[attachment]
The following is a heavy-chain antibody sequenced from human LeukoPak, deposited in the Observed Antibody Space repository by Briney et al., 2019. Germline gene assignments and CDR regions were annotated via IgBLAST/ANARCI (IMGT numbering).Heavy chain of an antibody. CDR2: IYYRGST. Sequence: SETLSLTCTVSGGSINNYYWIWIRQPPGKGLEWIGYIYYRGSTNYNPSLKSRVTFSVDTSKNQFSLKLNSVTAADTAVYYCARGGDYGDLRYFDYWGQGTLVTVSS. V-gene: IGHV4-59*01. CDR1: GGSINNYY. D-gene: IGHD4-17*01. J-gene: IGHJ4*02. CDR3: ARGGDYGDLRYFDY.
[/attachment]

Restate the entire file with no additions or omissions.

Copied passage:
The following is a heavy-chain antibody sequenced from human LeukoPak, deposited in the Observed Antibody Space repository by Briney et al., 2019. Germline gene assignments and CDR regions were annotated via IgBLAST/ANARCI (IMGT numbering).Heavy chain of an antibody. CDR2: IYYRGST. Sequence: SETLSLTCTVSGGSINNYYWIWIRQPPGKGLEWIGYIYYRGSTNYNPSLKSRVTFSVDTSKNQFSLKLNSVTAADTAVYYCARGGDYGDLRYFDYWGQGTLVTVSS. V-gene: IGHV4-59*01. CDR1: GGSINNYY. D-gene: IGHD4-17*01. J-gene: IGHJ4*02. CDR3: ARGGDYGDLRYFDY.